• The timestamp is used for time-dependent operations such as aggregation and join

2.4.2 Window

Diagram showing the relationship between records and time in a ksqlDB stream
Diagram showing the relationship between records and time in a ksqlDB stream

  • ksqlDB provides Window queries that use streams to aggregate events within a specific period (Window) and send them as output
  • The period is represented by a Duration, which can be expressed as WINDOWSTART/WINDOWEND
  • WINDOWSTART/WINDOWEND can be declared in the SELECT clause when creating a Window query

2.4.1 Window Types

There are three ways to define Time Windows in KSQL:

  • Tumbling

    • Time-based
    • Fixed-duration, non-overlapping, gap-less windows
  • Hopping

    • Time-based
    • Fixed-duration, overlapping windows
  • Session

    • Session-based
    • Dynamically-sized, non-overlapping, data-driven windows
    • Session Windows are created based on the inactivity gap, separating active periods.
    • Session Windows are particularly useful for analyzing user behavior (e.g., number of visitors).

Diagram showing three types of time windows in ksqlDB streams: tumbling, hopping, and session
Diagram showing three types of time windows in ksqlDB streams: tumbling, hopping, and session

# Create a Table named pageviews_per_region_89 that counts the number of pageviews for regions 8 and 9 in a tumbling window of 30 seconds
ksql> CREATE TABLE pageviews_per_region_89 WITH (KEY_FORMAT='JSON')
  AS SELECT userid, gender, regionid, COUNT(*) AS numusers
    FROM pageviews_region_like_89
    GROUP BY userid, gender, regionid
    HAVING COUNT(*) > 1
ksql> SELECT * FROM pageviews_per_region_89 EMIT CHANGES;



$ curl --location --request POST 'http://localhost:8088/ksql' \
--header 'Content-Type: application/json' \
--data-raw '{
  "ksql": "show streams;",

    "@type": "streams",
    "statementText": "show streams;",
    "streams": [
        "type": "STREAM",
        "name": "RIDERLOCATIONS",
        "topic": "locations",
        "keyFormat": "KAFKA",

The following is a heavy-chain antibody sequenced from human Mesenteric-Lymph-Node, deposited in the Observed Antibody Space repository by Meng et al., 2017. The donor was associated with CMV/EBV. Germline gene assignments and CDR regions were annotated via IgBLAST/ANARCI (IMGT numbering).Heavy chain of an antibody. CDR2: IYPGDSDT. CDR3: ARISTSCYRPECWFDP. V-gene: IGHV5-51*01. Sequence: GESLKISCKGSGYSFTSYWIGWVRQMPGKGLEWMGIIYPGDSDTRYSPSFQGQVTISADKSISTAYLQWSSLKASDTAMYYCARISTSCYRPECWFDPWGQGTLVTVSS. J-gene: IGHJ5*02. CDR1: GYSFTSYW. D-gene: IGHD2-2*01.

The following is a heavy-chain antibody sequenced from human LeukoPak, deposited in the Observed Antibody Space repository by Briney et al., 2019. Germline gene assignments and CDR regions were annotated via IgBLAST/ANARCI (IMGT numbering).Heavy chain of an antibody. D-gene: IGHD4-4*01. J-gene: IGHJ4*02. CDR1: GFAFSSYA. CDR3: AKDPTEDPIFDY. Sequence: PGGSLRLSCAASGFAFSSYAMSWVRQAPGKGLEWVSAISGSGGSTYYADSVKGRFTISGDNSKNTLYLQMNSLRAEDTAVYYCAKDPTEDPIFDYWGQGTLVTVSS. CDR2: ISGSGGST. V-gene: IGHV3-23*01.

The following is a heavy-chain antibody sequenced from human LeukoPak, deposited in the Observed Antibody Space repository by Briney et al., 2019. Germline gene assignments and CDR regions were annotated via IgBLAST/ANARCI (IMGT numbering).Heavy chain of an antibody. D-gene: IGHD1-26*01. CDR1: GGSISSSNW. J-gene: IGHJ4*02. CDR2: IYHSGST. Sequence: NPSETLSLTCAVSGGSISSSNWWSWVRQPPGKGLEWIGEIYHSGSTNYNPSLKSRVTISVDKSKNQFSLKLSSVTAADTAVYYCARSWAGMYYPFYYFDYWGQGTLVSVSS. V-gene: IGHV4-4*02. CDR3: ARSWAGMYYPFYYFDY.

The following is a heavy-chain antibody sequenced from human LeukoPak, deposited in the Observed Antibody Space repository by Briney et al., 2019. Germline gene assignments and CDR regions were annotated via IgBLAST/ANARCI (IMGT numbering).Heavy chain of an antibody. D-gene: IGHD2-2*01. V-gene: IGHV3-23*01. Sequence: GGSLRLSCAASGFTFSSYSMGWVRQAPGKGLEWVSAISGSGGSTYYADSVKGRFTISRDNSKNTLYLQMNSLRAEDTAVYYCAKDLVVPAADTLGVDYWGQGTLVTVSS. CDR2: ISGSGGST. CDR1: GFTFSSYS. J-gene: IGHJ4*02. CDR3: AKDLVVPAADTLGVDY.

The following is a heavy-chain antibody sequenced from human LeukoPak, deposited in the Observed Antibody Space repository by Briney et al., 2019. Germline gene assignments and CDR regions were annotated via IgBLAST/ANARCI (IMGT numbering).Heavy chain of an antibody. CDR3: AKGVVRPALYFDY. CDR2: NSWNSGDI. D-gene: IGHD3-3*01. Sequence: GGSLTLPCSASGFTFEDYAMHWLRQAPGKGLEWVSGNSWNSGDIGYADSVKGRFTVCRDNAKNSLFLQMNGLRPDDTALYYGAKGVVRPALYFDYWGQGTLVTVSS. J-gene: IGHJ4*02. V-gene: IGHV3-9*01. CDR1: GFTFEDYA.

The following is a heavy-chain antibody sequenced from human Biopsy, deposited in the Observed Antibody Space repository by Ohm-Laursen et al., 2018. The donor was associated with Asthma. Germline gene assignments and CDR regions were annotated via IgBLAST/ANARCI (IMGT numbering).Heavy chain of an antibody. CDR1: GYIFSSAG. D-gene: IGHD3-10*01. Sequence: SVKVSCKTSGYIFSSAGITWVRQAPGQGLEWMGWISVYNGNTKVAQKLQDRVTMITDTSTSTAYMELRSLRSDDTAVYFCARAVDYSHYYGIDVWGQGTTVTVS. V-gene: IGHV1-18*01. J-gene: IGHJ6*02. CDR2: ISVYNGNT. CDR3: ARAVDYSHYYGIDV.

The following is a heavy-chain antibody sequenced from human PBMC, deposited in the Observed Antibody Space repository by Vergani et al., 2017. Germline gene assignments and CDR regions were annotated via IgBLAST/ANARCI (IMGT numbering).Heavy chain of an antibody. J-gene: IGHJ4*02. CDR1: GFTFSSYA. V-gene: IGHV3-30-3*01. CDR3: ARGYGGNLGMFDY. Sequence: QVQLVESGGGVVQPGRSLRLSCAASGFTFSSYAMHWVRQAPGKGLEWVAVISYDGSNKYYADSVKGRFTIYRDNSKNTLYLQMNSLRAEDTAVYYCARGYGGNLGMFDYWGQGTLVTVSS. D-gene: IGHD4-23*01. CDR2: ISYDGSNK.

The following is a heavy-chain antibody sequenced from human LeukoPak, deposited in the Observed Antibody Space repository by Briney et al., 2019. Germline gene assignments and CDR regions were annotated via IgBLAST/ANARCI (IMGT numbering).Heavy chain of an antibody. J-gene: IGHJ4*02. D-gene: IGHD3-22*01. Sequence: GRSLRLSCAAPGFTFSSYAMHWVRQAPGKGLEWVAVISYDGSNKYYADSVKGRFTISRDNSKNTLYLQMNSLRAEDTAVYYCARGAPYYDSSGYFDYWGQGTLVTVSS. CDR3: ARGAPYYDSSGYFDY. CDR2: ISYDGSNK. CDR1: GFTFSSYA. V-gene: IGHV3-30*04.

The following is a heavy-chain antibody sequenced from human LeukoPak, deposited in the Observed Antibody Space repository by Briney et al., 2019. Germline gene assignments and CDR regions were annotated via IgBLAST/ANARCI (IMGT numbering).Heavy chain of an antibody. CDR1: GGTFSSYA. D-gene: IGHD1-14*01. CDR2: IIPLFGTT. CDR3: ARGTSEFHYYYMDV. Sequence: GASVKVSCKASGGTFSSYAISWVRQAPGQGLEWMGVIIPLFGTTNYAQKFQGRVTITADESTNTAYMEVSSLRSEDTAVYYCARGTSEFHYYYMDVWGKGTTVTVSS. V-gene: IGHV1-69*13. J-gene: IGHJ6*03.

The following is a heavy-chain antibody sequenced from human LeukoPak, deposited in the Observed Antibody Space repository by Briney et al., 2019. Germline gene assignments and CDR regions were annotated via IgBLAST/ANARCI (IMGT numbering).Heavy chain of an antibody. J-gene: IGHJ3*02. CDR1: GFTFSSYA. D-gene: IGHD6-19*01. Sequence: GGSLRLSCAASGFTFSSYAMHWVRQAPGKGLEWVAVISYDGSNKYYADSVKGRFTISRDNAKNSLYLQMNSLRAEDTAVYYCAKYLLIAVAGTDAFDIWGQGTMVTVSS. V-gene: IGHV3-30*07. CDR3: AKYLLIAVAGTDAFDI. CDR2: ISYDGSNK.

"valueFormat": "JSON",
        "isWindowed": false
        "type": "STREAM",
        "name": "USER_PAGEVIEWS",
        "topic": "USER_PAGEVIEWS",
        "keyFormat": "KAFKA",
        "valueFormat": "AVRO",
        "isWindowed": false
    "warnings": []

The ksqlDB server provides a REST API, and the full API documentation is available at the link below.

4. Connector Management

ksqlDB can run connectors in two modes, which determine how and where the connectors are executed.

  • Embedded

    • In Embedded mode, ksqlDB runs the connectors directly on the server
  • External

    • This mode communicates with an external Kafka Connect cluster
ksql> CREATE SINK CONNECTOR `mongodb-test-sink-connector` WITH (

5. KSQL Library


ksqlDB is used where real-time transformation, integration, and analysis of data are immediately required as it is based on Kafka for processing data. It can be used in various fields as follows:

  • Anomaly detection and fraud detection
  • Real-time analysis
  • Predictive analysis
  • Logistics and IoT management
  • Real-time alerts and notifications
  • Sensor data and IoT
  • Cybersecurity


Refer to the link below for various ksqlDB FAQs.

1. Is ksqlDB Apache License 2.0?

  • No, it is not.
  • ksqlDB is licensed under the Confluent Community License and is managed as a Confluent company product.

2. Is there any constraints for Confluent Community License?

Apache 2.0 License | Confluent Community License | Confluent Enterprise License
Apache 2.0 License | Confluent Community License | Confluent Enterprise License

Wrap up

ksqlDB helps us easily process streaming data on Kafka with SQL syntax that we are already familiar with.

For a few stream and table creations, it is sufficient to create and use them in Control Center or CLI. However, when multiple pipelines between streams are required, it is recommended to use the Stream Designer UI, which allows for easier use.


@Frank Oh
안녕하세요. 방문해주셔서 감사합니다. 컴퓨터 관련 스터디한 내용 기록하는 블로그입니다.